Why economics is not a morality tale

Ex­am­ple nicked from this on­line Berkeley lec­ture.

Mo­nop­o­lies are bad (moral­ity and eco­nomics agree here).

Firms that pol­lute are bad (moral­ity and eco­nomics agree here).

What about mo­nop­o­lies that pol­lute?

What about strong mo­nop­o­lies that pol­lute and re­ceive gov­ern­ment sub­sidies?

Well...

Pol­lu­tion, and other nega­tive ex­ter­nal­ities, cause firms to pro­duce too much of their product. That’s be­cause they don’t pay the full cost of the product, in­clud­ing the im­pact of pol­lu­tion.

The equil­ibrium be­havi­our for mo­nop­o­lies is to pro­duce too lit­tle of their product, to keep prices and prof­its high.

So a monopoly that pol­lutes is sub­ject to two op­po­site ten­den­cies: the un­priced-pol­lu­tion ten­dency to pro­duce too much, and the mo­nop­o­lis­tic ten­dency to pro­duce too lit­tle. If the effects are of com­pa­rable mag­ni­tude, then the monopoly might be much closer to so­cial op­ti­mum than a free mar­ket would be (the so­cial op­ti­mum, in­ci­den­tally, will gen­er­ally in­volve some pol­lu­tion: we need to ac­cept some pol­lu­tion in the pro­duc­tion of fer­til­iser, for in­stance, in or­der to have enough food to stop peo­ple starv­ing).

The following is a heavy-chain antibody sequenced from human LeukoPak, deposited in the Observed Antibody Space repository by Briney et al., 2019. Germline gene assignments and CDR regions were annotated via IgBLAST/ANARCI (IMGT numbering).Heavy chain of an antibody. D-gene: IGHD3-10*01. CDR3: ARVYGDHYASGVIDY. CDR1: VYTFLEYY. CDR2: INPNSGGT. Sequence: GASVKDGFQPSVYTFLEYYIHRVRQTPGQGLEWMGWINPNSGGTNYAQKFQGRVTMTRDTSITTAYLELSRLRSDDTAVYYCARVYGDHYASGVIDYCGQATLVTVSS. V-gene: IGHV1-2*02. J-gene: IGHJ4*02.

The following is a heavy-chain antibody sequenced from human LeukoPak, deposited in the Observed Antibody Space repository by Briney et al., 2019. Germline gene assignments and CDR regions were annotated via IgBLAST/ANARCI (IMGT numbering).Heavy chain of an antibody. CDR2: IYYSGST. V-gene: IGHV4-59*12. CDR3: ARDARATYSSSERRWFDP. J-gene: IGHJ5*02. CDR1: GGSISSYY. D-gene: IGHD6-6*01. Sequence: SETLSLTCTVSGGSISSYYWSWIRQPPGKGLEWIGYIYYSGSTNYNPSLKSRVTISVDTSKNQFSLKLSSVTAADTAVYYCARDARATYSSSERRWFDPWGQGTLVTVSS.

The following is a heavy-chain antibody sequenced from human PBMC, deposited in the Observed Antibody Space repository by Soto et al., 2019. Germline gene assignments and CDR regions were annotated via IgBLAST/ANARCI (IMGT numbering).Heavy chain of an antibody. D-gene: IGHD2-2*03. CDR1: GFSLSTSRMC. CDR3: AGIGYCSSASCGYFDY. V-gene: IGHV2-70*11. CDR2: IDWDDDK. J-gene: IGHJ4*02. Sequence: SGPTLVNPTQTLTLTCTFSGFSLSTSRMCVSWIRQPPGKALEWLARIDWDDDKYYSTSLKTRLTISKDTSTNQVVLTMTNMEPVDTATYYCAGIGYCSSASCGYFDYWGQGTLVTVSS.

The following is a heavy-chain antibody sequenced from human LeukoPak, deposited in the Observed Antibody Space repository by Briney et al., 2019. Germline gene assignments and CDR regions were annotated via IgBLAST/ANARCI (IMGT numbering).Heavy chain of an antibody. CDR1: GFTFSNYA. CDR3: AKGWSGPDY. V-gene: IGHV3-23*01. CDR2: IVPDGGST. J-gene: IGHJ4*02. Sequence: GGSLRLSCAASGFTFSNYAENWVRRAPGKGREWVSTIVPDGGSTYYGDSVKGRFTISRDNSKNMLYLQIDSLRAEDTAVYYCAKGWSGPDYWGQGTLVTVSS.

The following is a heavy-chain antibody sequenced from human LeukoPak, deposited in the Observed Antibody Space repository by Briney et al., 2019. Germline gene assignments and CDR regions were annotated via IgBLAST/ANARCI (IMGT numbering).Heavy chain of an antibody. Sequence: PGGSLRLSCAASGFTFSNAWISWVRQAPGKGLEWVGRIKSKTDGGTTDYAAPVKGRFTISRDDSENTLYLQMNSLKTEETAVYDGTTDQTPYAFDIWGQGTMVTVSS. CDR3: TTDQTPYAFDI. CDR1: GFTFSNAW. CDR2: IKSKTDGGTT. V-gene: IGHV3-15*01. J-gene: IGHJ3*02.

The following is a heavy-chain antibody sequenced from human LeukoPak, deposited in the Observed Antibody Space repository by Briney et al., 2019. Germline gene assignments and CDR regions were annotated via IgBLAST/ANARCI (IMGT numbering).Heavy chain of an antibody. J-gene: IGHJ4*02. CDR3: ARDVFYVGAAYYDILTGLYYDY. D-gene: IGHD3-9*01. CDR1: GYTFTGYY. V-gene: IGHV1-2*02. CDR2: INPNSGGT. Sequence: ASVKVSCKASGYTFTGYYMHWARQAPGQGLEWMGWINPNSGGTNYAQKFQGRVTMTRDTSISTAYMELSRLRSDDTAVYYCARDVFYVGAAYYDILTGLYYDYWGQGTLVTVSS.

In fact, if the mo­nop­o­lis­tic effect is too strong, then the firm may un­der-pro­duce, even taken the pol­lu­tion effect into ac­count. In that case, we can ap­proach closer to the so­cial op­ti­mum by… sub­si­dis­ing the pol­lut­ing monopoly to pro­duce more!!

And that, my friends, is why eco­nomics is not a moral­ity tale.